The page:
Last year, the United States flag was raised in Cuba for the first time in more than five decades, as diplomatic relations between the two states were unfrozen and the American embassy in Havana reopened.
This dramatic turnaround was preceded by a series of previously unthinkable shifts in policy enacted by the Cuban government, now led by Fidel Castro’s brother, Raul.
The president has been opening up Cuba’s economy since 2010, permitting Cubans to open private businesses and buy and sell property, while foreign companies can now invest in the island nation.
In three reports to be broadcast this month, we look at the reforms that appear to be bringing a return to capitalism ever closer and ask what these changes mean for Cuban citizens and the future of their socialist state.
In part one of Cuba Year Zero, we explore what it means for Cuba’s socialism to make peace with the US government and ask if this decision reflects recognition by the state of a failure to empower its people.
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When the Soviet Union collapsed in 1990, Cuba’s economy went into a tailspin. With imports of oil cut by more than half and food by 80 percent people were desperate. This film tells of the hardships and struggles as well as the community and creativity of the Cuban people during this difficult time. Cubans share how they transitioned from a highly mechanized, industrial agricultural system to one using organic methods of farming and local, urban gardens. It is an unusual look into the Cuban culture during this economic crisis, which they call “The Special Period.” The film opens with a short history of Peak Oil, a term for the time in our history when world oil production will reach its all-time peak and begin to decline forever. Cuba, the only country that has faced such a crisis the massive reduction of fossil fuels is an example of options and hope.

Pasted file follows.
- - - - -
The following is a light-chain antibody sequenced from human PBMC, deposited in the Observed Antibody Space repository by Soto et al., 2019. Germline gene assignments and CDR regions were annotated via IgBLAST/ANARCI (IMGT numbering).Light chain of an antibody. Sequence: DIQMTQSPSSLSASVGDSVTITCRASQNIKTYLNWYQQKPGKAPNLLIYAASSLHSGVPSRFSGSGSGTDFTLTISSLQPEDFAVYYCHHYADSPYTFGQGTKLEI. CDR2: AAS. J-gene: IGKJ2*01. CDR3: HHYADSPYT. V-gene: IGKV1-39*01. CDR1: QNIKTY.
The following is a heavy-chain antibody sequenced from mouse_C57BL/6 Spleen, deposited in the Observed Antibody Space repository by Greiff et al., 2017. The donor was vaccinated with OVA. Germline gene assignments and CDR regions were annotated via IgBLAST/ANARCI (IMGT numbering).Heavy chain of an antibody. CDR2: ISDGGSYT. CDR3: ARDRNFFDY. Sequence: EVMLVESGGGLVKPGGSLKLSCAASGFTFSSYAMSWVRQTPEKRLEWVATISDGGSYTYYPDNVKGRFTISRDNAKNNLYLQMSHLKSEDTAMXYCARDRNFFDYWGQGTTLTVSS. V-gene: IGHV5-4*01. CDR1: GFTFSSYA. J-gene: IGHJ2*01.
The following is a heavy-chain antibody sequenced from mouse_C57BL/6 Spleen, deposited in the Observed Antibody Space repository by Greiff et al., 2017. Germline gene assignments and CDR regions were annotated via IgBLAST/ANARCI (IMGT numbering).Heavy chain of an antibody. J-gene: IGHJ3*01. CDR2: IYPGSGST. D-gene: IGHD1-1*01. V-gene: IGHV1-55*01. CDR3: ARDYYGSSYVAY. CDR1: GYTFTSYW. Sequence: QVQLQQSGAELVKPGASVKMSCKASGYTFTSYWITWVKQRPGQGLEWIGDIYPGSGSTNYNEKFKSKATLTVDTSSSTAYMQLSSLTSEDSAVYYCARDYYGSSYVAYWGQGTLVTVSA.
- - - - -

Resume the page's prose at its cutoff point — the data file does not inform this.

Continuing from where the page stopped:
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Lillian Guerra of the Department of History, is the author of three books. The most recent, Visions of Power: Revolution, Resistance and Redemption in Cuba, 1959-1971, examines internal struggles among pro-revolutionary sectors and a centralizing Cuban state to define the practice and meaning of Communism in everyday culture and economic practice. Video Rating: / 5
Dr. Nicole Roberts takes you through what to expect in the course “Issues in Contemporary Cuban Culture”.
The course offers an analysis of the experimentation and controversies expressed in literature and deriving from the revolutionary contexts in Cuba since 1959. Students will also engage with selected novels, drama, poetry chosen from Morejón, Guillén, Cabrera Infante, Arenas, Arrufat, Otero, Padilla and many more.